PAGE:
TWO STORIES by NATHAN DRAGON

 

Sunny

 

I made a list yesterday of things that I needed today, or rather, like a list of things that amounts to something a stranger will need over the course of a year, or however long the lease is, so that this particular stranger might live comfortably and use the provided amenities efficiently, particularly the new bathroom vanity. This list was made up of all relatively minor things that all fit into a 5 gallon bucket construction store bucket: Philips head, small can of white paint and putty (for touch ups), wood shims, contractors’ trash bags, 3 crowbars, 2 measuring tapes, flexible drainage pipe, Brillo pads—all indirectly related to that one bigger thing, that bathroom vanity, to hold it together in place.

I was in the passenger seat of a car on the way over there. The car was an old pick-up, not mine, and we drove straight towards the lake anticipating a left somewhere in the grid since we couldn’t turn right. I looked over my shoulder from the passenger seat and I saw the building I thought we were going to; it was made of light yellow and tan sun-bleached bricks. MMMh, the smell of bleach is pretty good, I thought and I wondered if it should’ve been added to the list, if we would need it for cleaning.

You never know.

I tried to picture a bottle of bleach with the other supplies in the 5 gallon bucket. It seemed like it would’ve belonged fine.

And when I got off work that day I looked at a sunny patch of the lake from the shade, at the crests of waves that peak at about a foot or two above the trough. There was a rare tint of blue there that I’ve only seen in one other place, that some people are skeptical of existing.

The lake was on my right side for awhile and it moved further away from me from where I stood on a balcony after replacing the bathroom vanity beneath a mirror where someone will look at themselves.

 

 

Ignominy and Other Definitions

 

There is still space in a corner.

It’s soft and unround. But it could be sharp and white. There is a red light on in the pantry if anyone wants it on and a picture of a woman torn from a magazine is taped to the wall in the living room. Across from that in the room there, there is trash hung on the wall, also with tape and there is a printed picture—a photograph—over everything of someone I’m not sure I know, but do recognize, drinking water on a nice-looking afternoon from a water bubbler somewhere high up and outside. Like a mountain. The picture should be titled “Sleeping.” I don’t know if it is called anything but there is a staircase just past it.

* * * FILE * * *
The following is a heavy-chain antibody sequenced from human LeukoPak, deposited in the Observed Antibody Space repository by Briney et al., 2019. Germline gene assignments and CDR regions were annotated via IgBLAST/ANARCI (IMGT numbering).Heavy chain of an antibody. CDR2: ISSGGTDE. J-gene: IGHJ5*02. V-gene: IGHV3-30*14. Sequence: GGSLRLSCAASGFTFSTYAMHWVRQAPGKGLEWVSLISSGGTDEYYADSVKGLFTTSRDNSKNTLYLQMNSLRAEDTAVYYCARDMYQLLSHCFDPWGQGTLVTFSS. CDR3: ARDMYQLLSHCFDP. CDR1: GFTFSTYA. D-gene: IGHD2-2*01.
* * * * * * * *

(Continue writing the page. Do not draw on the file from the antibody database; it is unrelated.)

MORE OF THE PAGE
It can be climbed up to the two real bedrooms and the bathroom with a sink.

Upstairs is where the walls get thin and the ceiling is thin too.

Everybody needs water, someone in one of the bedrooms is saying: Everyone knows this but everyone doesn’t know everything. No one knows everything but no one might know something or a couple things. Maybe there is one person who knows everything there is to know because everything is finite, finished, but then they don’t know everything there is because the thing is they think there’s more to it so we all get pushed back down from Mt. Olympus by the mile, on the dot, because of that. And we’re kept down! I’m willing to bet something big that at least one person out there has it figured out but kept it or still keeps it to themselves because gods don’t act like gods, gods act like themselves and error was necessary and part of the condition—it’s how they’re seen—look at us, everything.

Back downstairs the lamp is still on in the corner opposite the door but no one else is there anymore. It is the only light in the living room and I see Penny from the magazine and all the tape. Anytime I turn that lamp on I can see my hands almost immediately, and any part of my body, really, so long as I can look at whichever part as soon as the light switch clicks. The light of the gods, the light of love from a time where it was frosty and golden, beautiful, in all of the houses that all Midwesterners have ever been in.

I can even see the nice day in the photograph.

The things that are sentimental create a sort of fear of the future but what’s left over to keep sacred, someone holds on to something that only means something to them so they can look at it later as many times as they want; it’s a funny thing how some experts don’t even know what “trepidatious” is.

Trepidatious: It begins to appear, slowly, in flickers, turning on like an old film projector. It warms up and hums, the frames flicker slowly. Gradually, the frames move more fluidly into each other reciprocating each blink blinked during the day.

 

A silhouette appears in the doorway, pauses then glides through the room. The figure walks to the window and watches a star die a few seconds ago in perfect time. There is nothing seen more clearly or too be seen as clearly. Nothing happens.

 

It is what happens. Waking up, lying down. No one to the left since. Get up, socks. Go upstairs. It is okay to lie down sometimes. Someone close will buy a telescope and look through it just to do something. It is it being easy to upset on clear nights.